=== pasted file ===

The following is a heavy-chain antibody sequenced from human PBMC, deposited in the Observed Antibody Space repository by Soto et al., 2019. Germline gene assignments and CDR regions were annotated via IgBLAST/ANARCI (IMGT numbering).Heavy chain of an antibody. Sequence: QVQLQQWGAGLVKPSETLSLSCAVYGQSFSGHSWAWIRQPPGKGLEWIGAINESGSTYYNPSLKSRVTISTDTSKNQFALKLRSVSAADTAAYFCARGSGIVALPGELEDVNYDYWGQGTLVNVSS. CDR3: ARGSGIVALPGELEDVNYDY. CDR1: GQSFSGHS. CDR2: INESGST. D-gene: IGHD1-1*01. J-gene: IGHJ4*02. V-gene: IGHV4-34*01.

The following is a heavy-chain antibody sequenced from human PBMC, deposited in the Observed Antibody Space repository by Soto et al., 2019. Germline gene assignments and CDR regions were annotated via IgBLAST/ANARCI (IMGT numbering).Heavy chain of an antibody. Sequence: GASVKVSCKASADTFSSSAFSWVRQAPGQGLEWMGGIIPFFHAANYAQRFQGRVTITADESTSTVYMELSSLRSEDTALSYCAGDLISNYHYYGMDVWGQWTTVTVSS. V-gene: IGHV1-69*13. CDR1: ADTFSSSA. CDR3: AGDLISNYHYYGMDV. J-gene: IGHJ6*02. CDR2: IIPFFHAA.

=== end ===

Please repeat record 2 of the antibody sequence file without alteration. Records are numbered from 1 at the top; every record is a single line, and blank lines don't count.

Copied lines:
The following is a heavy-chain antibody sequenced from human PBMC, deposited in the Observed Antibody Space repository by Soto et al., 2019. Germline gene assignments and CDR regions were annotated via IgBLAST/ANARCI (IMGT numbering).Heavy chain of an antibody. Sequence: GASVKVSCKASADTFSSSAFSWVRQAPGQGLEWMGGIIPFFHAANYAQRFQGRVTITADESTSTVYMELSSLRSEDTALSYCAGDLISNYHYYGMDVWGQWTTVTVSS. V-gene: IGHV1-69*13. CDR1: ADTFSSSA. CDR3: AGDLISNYHYYGMDV. J-gene: IGHJ6*02. CDR2: IIPFFHAA.